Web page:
She lost her husband in 2009. Things started to change shortly after. She lost her job, she wasn’t doing well in her new school, and she kinda just started acting a little different. We all thought it was just a stage of depression from losing the love of her life but little did we know it was a disgusting disease that slowly but surely took away her pride and independence. From starting off not being able to drive, to not being able to speak full sentences. Ending up in a memory care facility and not being able to do everyday simple life tasks. I watched her begin to go downhill with every little stage. My mom spent so many weeks moving from different facilities back into the hospital and just not having or knowing the place to call home. It came down to hospice, where she spent 2 weeks there before she passed away at 60 years old.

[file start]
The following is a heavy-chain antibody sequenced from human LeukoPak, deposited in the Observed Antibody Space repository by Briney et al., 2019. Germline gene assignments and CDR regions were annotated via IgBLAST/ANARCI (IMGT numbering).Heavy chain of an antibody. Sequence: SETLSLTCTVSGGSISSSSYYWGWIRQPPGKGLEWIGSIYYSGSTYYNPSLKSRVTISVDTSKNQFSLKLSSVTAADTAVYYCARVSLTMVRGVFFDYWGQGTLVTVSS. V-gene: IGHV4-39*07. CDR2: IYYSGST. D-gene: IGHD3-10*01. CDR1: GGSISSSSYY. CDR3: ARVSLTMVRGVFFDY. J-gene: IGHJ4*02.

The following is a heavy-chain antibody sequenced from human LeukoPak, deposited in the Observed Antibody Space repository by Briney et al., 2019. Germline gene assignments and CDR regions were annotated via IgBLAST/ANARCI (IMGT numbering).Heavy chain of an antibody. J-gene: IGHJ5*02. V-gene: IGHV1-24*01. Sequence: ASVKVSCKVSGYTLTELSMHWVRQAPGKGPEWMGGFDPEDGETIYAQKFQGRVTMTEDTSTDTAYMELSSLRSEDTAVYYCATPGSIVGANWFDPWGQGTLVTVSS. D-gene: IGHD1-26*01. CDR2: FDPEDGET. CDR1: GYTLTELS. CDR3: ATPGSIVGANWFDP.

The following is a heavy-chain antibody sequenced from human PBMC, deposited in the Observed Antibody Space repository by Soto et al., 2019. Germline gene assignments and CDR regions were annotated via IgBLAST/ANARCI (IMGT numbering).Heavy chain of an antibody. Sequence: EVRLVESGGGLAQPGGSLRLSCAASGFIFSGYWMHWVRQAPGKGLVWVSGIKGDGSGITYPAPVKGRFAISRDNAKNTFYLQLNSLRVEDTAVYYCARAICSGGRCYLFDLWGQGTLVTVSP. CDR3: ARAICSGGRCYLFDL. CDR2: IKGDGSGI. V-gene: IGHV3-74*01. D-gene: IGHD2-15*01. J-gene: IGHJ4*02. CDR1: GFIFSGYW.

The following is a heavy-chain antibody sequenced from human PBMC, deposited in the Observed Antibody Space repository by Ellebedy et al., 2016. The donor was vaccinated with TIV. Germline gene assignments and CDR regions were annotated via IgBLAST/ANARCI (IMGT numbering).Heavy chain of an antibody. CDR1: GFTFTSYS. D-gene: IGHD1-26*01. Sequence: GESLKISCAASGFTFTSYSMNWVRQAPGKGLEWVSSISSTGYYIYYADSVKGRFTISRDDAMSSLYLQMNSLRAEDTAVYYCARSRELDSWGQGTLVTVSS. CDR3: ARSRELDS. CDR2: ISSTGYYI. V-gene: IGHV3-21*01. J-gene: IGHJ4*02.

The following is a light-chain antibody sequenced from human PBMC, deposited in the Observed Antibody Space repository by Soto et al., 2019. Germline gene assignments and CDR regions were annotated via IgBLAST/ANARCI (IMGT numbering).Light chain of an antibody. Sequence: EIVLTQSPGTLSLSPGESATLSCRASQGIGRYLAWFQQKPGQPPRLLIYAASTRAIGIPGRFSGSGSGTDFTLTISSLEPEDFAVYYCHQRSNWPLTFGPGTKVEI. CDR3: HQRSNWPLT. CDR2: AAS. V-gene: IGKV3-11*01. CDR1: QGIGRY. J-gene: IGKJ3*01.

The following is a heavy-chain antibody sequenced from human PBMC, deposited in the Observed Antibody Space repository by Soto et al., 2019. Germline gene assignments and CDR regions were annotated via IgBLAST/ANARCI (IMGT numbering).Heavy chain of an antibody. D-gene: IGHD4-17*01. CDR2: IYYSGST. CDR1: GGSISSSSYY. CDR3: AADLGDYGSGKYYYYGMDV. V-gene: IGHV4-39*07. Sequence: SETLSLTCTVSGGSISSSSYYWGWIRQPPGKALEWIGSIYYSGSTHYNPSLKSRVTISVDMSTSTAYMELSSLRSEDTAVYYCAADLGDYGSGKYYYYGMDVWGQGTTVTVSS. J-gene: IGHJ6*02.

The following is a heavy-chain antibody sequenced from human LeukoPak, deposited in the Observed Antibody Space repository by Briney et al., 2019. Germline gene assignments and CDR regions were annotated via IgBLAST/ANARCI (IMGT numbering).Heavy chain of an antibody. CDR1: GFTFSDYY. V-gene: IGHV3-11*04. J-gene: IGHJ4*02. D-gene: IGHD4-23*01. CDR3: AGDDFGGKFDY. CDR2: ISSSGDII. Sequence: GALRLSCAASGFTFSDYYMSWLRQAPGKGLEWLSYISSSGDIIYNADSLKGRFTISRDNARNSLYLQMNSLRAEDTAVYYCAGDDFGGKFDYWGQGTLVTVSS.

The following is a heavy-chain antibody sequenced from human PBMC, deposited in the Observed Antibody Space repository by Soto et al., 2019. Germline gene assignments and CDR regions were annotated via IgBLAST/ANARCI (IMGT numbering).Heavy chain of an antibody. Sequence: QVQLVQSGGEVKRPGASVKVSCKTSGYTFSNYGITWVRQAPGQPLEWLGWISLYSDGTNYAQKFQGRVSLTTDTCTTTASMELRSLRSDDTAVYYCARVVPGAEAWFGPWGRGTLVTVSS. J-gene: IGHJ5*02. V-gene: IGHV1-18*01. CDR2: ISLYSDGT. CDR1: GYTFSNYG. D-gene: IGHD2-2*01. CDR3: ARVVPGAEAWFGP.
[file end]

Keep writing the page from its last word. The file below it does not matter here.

I wiped her tears when she didn’t know what to do, and I tried to feed her anything I could when she didn’t want to eat anymore. Before she lost her mobility we walked up and down the halls of the nursing home because of that’s what she wanted to do. I didn’t mind it, we did it for hours. I held her hand and told her how much I loved her and that everything would be okay one day. She lost everything, not knowing who she was anymore or anybody else, but most importantly why she was living like that. She just didn’t understand and I think that was the hardest part for all of us. She wanted so bad to be the healthy independent woman she was, but it just wouldn’t end up that way. The smartest most caregiving woman in the whole world, who was once a nurse had her life taken over by dementia. Its the hardest thing to watch your loved one slowly become someone you don’t even know anymore. But even when she couldn’t remember, I would never forget. We need a cure, we need more support and answers for this disease because too many loved ones are being taken away by something very few people know much about. It’s time to take a stand and be a voice to the ones who have suffered.
Jan 23, 2018